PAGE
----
A system designed to protect unwanted newborns in Europe has drawn criticism from a United Nations committee responsible for the well-being of the world’s children. The U.N. Committee on the Rights of the Child claims that baby drop boxes – safe havens where mothers can leave unwanted newborns – actually violate the rights of the child they are designed to save.
Plus, the drop boxes’ critics say, they don’t really work.
The U.N. committee’s main criticism is that the boxes, which require no documentation and, therefore, do not name the mother or father of the abandoned child, violates the U.N.-named right of a “child to be known and cared for by his or her parents.” Dr. Maria Herczog, a member of the UNCRC, also told TIME that the drop boxes allow society to avoid dealing with the root of the child abandonment problem. From TIME:
“Many NGOs and institutions use it as a cheap and populist solution to the problem of child abandonment,” Herczog said. “It is definitely a growing practice across Europe.”
The E.U. country with the most baby drop boxes, Germany, is also the country with the strongest economy, critics observe. Hamburg, alone, has three of the boxes. Despite the availability of these safe havens, 30 to 40 children in Germany die every year due to abandonment. That’s the same number in total of babies that have been saved since the first box was installed back in 2000. Not all of those babies were dropped off by mothers, some also say, rather fathers or relatives took it upon themselves to give the babies up.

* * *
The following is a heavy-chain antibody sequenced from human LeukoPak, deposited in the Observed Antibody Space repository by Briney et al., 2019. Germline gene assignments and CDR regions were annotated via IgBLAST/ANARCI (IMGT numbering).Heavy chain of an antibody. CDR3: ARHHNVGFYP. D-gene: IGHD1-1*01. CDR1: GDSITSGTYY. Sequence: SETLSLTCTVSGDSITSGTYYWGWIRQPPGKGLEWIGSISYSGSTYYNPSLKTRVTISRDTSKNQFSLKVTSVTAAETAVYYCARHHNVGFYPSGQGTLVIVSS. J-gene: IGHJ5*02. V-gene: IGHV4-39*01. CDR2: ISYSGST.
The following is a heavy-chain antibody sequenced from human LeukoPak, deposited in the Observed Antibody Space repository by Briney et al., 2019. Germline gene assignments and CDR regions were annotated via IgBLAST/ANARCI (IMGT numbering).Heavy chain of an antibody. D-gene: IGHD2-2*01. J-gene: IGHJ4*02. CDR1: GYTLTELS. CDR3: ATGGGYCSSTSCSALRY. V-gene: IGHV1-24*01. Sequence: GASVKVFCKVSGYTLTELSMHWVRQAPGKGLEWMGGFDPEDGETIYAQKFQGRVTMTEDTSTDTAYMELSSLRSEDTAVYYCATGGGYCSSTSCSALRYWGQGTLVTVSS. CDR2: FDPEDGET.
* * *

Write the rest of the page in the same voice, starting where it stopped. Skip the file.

As the U.N. takes a closer look at the drop boxes, which are growing in numbers, German lawmakers have put some new rules in place that will make child abandonment, even in the safe havens, more difficult. The purpose is to bring “confidential births” in line with the nation’s constitution, which guarantees the right to know of one’s origins and also the rights of fathers to be part of a child’s upbringing — both of which are breached, as The Guardian points out and TIME reports, when a newborn is left at one of these boxes.
All 50 states in the U.S. have some kind of safe haven laws where unwanted children can be dropped off at certain hospitals or other public places. Do you think they are a good idea?